Old friends though Scott and Bryant may have been, there are suggestions here and »
It’s time to talk about well-inhabited planets in the Star Wars universe. Specifically, designing the original trilogy of films in a way that the characters never had reason to visit one. Probably due to production restraints, the galaxy of Episodes IV, V, and VI is very sparse in the original edits (god damn you, Mos Eisley CGI bullshit). Aldaraan, the planet with the largest population that actually appears on screen, is just there to be a victim of Death Star genocide. The Senate, presumably on Coruscant, is dissolved off-screen and we’re informed during an Imperial meeting. Otherwise, the nature of the Rebellion and the secrecy of the development of Death Star II meant there was no reason for the two opposing forces in the galaxy to physically fight each other on a core planet or even in an urban setting. Cloud City is the only human urban setting »
Now that Star Wars: The Force Awakens is a massive box office blockbuster, many fans are turning their attention to the first Star Wars spinoff, Rogue One: A Star Wars Story. We know this story is set between Star Wars: Episode III - Revenge of the Sith and Star Wars: Episode IV - A New Hope, centering on a mission to retrieve plans for the first Death Star, although not much else is known about the plot. During a recent shareholders meeting, Disney's Robert A. Iger shared the first footage from this highly-anticipated movie, hitting theaters December 16, and while the footage hasn't surfaced online yet, a /Film reader was present and offered a description of the footage. Here's what he had to say below.
"Most of it was very quick. A shot of the black stormtrooper, possibly called Death Troopers as previously reported, another pic of that same style of »
The Star Wars universe has lost an important figure today, one who helped bring the franchise's most beloved droid to life. BBC is reporting that Tony Dyson, who built the original R2-D2 robots for the 1977 sci-fi classic Star Wars: Episode IV - A New Hope, has passed away at the age of 68. He passed away from natural causes, but an autopsy is being performed to determine the official cause of death.
Tony Dyson owned the The White Horse Toy Company, and in the late 1970s, he was commissioned to build R2-D2 robots for the 1977 classic Star Wars: A New Hope. He ended up building two robots equipped with a seat for actor Kenny Baker to sit in, along with two more "throw away" units that were used in a bog scene in the 1980 sequel Star Wars: Episode V - The Empire Strikes Back. He ended up creating eight R2-D2 robots in total, »
Dyson’s body was discovered after friends alerted police that they had not seen him for several days, the Times of Malta reports. There was no immediate suspicion of foul play and Dyson likely died of natural causes, according to the paper.
R2-D2 made his first appearance in 1977’s “Star Wars: A New Hope.” Dyson built the R2-D2 models — designed by illustrator Ralph McQuarrie with special effects artist John Stears — used in the film, including the one worn by actor Kenny Baker.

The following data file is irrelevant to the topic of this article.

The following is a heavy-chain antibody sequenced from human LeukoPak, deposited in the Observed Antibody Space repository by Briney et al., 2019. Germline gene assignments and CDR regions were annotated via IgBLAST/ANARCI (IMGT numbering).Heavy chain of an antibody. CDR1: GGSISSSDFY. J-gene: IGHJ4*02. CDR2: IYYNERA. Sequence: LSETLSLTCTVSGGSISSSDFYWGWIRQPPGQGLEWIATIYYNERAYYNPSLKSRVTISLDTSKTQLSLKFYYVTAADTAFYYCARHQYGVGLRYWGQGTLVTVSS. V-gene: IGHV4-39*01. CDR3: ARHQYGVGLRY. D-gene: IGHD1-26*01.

According to Dyson’s official website, he was commissioned to build eight different versions of R2-D2. “I can honestly say it was one of the most exciting periods of my life,” he said.
“The love for R2 is »
- Maane Khatchatourian
Tony Dyson, the man who helped the create the R2-D2 robot for the “Star Wars” films, has died. He was 68. According to multiple media reports overseas, police found his body at his home in Gozo, an island in Malta, after being called by concerned neighbors. Police suspect no foul play. R2-D2, who first appeared in 1977’s “Star Wars: A New Hope,” was designed by Ralph McQuarrie and John Stears. Dyson, however, was the one who created the two physical models for the film, one of which included the one that could be worn by actor Kenny Baker. Also Read: 'Star Wars:. »
- Beatrice Verhoeven
Gallery of Padme’s Costumes
“Sometimes creating an entire galaxy begins with a single stitch.” So begins the narration at a spectacular new exhibit in New York City about Star Wars costumes and artifacts. Coinciding with the release of the new movie, Star Wars: The Force Awakens, the show Rebel, Jedi, Princess, Queen: Star Wars™ and the Power of Costume: The Exhibition, is on display now at Discovery Times Square through September 5, 2016.
The exhibition is the result of a partnership between Discovery Times Square, the Smithsonian Institution Traveling Exhibition Service and Lucasfilm. It features 15 galleries with over 70 pieces taken from the collection of the Lucas Museum of Narrative Art. The show includes costumes, props and other items from the three original movies, the prequels, and even several ensembles from The Force Awakens.
- Kim Kindya
The Death Squad is coming! Perhaps in an ode to one of the original 12 Star Wars action figures based on Star Wars: Episode IV - A New Hope that arrived in 1978, Rogue One: A Star Wars Story is introducing an elite team of black stormtroopers called the Death Squad. Though, they do not look like the helmeted unnamed man in the grey jumpsuit whose action figure was later rebranded Star Destroyer Commander. It is not known if the name is just a coincidence, or if director Gareth Edwards has decided to pay direct homage to this toy.
The Death Squad is reportedly an army of black stormtroopers. Thus far, there have been two different kinds of Black Stormtroopers spotted on set. The helmet of one variant was teased by star Donnie Yen. It has a longer face on the helmet and resembles the concept art of Ralph McQuarrie, who designed »
In keeping with J.J. Abrams' mandate for getting practical with Oscar-nominated "The Force Awakens" effects, Neal Scanlan (Oscar winner for "Babe") helped bring to life the adorable Bb-8 droid and the semi-mechanical Luggabeast, while special effects coordinator extraordinaire Chris Corbould (Oscar winner for "Inception") brought his usual sense of style to the explosive action. "There were two great things about Bb-8. The design is absolutely J.J.'s and he nailed it with his charismatic drawing of a ball with a dome on the head," explained Scanlan, who came out of retirement to set up the creature shop in London. "But not to take anything away from that, Ralph McQuarrie [the original 'Star Wars' concept designer] had done similar ideas of a ball, and the ball is also very current in today's thinking of droids or helpers of how the future may go. "Really, taking Bb-8 from there was all about the personality. »
- Bill Desowitz
Welcome back to Star Wars Bits, your regular source of sweet, nourishing, life-enriching Star Wars news! In today’s edition: Lawrence Kasdan teases his Han Solo movie. Fascinating work-in-progress Ralph McQuarrie art is revealed. Peter Mayhew reveals himself to be one stellar guy. Someone printed their own 24-inch Star Destroyer. Two Star Wars novels get new […]
- Jacob Hall
18 items from 2016